This message, including any attachments, may include privileged, confidential and/or inside information. Any distribution or use of this communication by anyone other than the intended recipient is strictly prohibited and may be unlawful. If you are not the intended recipient, please notify the sender by replying to this message and then delete it from your system. IRS Circular 230 Disclosure – IRS regulations require us to notify you that this communication, including any attachments, is not intended or written to be used, and cannot be used, for the purpose of avoiding penalties that might be imposed on you by the IRS, or for promoting, marketing or recommending tax-related matters to another party.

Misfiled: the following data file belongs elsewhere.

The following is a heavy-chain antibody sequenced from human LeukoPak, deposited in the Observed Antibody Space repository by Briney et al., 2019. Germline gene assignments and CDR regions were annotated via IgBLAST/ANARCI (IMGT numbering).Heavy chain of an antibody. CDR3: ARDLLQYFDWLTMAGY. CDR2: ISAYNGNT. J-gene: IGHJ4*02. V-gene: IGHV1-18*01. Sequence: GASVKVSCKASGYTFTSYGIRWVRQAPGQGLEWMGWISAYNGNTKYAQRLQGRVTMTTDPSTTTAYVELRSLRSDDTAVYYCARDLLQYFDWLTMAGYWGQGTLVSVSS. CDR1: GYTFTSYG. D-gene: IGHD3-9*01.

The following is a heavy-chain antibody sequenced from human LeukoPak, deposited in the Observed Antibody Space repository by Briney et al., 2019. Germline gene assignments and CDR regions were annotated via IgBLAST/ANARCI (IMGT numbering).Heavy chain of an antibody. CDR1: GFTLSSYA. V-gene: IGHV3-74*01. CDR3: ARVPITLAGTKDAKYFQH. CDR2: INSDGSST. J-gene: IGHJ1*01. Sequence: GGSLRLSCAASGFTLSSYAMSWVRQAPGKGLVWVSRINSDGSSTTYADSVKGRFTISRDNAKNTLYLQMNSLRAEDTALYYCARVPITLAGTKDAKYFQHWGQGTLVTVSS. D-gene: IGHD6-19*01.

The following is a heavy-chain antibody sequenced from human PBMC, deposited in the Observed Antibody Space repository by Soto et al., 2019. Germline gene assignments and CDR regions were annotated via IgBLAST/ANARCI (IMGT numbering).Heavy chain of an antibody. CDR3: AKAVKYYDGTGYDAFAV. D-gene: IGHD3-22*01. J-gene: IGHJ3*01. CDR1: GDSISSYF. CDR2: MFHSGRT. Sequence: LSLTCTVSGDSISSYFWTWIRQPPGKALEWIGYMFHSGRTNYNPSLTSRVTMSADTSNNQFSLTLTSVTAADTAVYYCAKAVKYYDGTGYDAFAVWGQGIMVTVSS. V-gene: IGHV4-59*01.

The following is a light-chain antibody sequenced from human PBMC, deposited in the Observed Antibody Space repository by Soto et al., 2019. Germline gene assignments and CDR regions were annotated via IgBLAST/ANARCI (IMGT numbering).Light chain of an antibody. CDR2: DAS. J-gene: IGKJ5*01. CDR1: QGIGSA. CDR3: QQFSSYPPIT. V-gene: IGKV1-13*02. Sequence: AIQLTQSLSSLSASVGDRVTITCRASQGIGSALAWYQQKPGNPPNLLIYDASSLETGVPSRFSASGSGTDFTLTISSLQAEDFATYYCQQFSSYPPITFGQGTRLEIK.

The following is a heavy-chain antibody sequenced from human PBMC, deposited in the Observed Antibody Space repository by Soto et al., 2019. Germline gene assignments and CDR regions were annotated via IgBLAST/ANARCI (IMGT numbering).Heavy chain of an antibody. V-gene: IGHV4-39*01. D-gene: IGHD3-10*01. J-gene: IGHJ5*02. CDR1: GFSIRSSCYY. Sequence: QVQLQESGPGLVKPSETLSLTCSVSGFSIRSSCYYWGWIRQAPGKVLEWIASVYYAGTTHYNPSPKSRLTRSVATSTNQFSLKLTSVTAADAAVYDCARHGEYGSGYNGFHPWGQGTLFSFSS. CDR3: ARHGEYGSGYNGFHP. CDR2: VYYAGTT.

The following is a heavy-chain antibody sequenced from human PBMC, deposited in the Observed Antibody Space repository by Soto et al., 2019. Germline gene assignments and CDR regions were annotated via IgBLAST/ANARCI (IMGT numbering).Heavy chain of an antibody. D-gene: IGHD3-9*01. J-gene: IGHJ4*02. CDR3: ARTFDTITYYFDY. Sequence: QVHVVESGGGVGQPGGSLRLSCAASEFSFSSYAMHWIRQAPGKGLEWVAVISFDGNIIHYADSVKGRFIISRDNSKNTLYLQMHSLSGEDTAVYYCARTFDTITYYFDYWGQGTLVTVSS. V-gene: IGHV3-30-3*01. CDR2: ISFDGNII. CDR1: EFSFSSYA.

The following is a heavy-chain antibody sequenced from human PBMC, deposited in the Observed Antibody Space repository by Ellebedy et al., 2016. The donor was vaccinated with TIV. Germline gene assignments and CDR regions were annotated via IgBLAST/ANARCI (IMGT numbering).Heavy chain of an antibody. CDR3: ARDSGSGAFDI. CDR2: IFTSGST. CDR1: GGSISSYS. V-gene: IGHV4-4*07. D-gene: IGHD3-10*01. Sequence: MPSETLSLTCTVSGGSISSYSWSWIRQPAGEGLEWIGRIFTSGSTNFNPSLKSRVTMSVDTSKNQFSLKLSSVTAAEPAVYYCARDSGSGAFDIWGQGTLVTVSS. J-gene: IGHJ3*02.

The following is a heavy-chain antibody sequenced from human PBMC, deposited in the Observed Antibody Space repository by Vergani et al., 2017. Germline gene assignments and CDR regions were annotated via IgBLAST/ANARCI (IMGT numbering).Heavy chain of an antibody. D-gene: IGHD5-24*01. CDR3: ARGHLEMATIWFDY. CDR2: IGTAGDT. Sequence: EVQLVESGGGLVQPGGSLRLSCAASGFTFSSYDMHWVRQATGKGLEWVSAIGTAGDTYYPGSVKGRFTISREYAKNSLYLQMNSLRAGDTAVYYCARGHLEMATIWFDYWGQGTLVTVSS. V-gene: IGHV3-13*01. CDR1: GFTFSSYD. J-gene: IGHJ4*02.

On February 11, 2020, Attorneys Rick Russo and Nicole Meyer will present on the amendment to the Illinois marijuana bill and its effect on employers, medical marijuana/reasonable accommodations, and how the legalization of marijuana may affect workers compensation matters for the Peoria Chamber of Commerce at the Hult Center for Healthy Living.